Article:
Music man and train lover, Pete Waterman argues in a personal piece for the Daily Politics, in favour of the controversial High Speed (HS2) rail link from London to Birmingham and beyond.
The first electric train from Birmingham to Euston changed my life.
It was in 1967. As the new Inter-City rail service was launched with its electric trains, the old steam locomotives were decommissioned. (I now collect them at our facility in Crewe.)
The journey from my home town of Coventry to Euston was cut to under an hour.
That train meant a kid from Coventry could work in the music business in London. The rest, as they say, is history!
So I love trains because they changed my life.
But many of the people living near the planned route of the High Speed link from Euston through the Chilterns to the Midlands, claim it is a white elephant that a country in recession cannot afford.
HS2 problem areas
The planned route encroaches on green-belt land in a number of areas, including around London and Birmingham.
The Campaign to Protect Rural England argues plans for new out-of-town parkway stations would have a "devastating" effect on green belt and that the economic benefits would be a fraction of those that would be achieved from town centre stations.
The campaign group wants, in particular, changes to the proposed Birmingham interchange station, which it says will "encroach into the green belt next to Birmingham Airport".
County wildlife trusts are concerned the proposed route will pose a threat to wildlife. They estimate more than 150 nature sites could be affected, including 10 Sites of Special Scientific Interest (SSSIs).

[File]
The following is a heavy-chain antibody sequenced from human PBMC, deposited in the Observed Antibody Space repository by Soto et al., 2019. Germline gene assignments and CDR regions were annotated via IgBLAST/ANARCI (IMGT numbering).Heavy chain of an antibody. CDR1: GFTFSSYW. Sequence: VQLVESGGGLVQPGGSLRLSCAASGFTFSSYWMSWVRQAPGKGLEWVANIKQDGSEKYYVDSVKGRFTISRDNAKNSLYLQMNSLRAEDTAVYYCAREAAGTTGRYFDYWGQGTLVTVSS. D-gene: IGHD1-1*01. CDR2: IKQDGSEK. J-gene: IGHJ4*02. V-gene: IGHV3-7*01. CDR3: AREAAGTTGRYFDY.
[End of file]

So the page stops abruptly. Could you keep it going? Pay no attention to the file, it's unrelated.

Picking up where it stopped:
Four nature reserves will be directly impacted, they say. They are Finemere Wood Nature Reserve and the Calvert Jubilee Nature Reserve, managed by the Berks, Bucks and Oxon Wildlife Trust, Broadwater Lake Nature Reserve, managed by Herts and Middlesex Wildlife Trust, and Park Hall Nature Reserve, managed by the Wildlife Trust for Birmingham and the Black Country.
The government has said that extra tunnelling and route amendments mean that the impact of more than half the route will now be mitigated. However, the wildlife trusts say this could actually make the damage to wildlife worse.
The second phase of the government's plans include a possible future spur to Heathrow Airport in west London.
The HS2 line from London to Birmingham is expected to open in 2026, followed in 2032-33 by high speed links to Manchester, Leeds and Heathrow.
However, in November, the Commons Transport Committee said a case for routing HS2 via Heathrow had not been set out clearly and needed further analysis.
Labour, which supports HS2, has suggested the first phase main route should actually travel via Heathrow, creating a hub at the airport and thus making it easier for travellers from south-west England to get on fast trains to the north. It would also protect the most sensitive parts of the Chilterns, the party says.
The proposed HS2 line crosses the Chilterns area of outstanding natural beauty (AONB). Environmental and local campaigners say the picturesque landscape will change forever if plans are approved.
The government was due to make an announcement on HS2 in December, but delayed it to incorporate miles of extra tunnelling to try to appease opponents. It has added 7.5 miles of tunnelling and 3.5 miles of deep cuttings along the 13 miles of proposed line through the Chilterns AONB.
The Campaign to Protect Rural England has said additional tunnelling would be "essential" if HS2 is to be built through the area.
A number of Conservative MPs have expressed concerns about the rail link, which passes through Tory heartlands. Welsh Secretary Cheryl Gillan has been one of the most vocal Conservative critics and says she is prepared to resign over the project that cuts through her Chesham and Amersham constituency.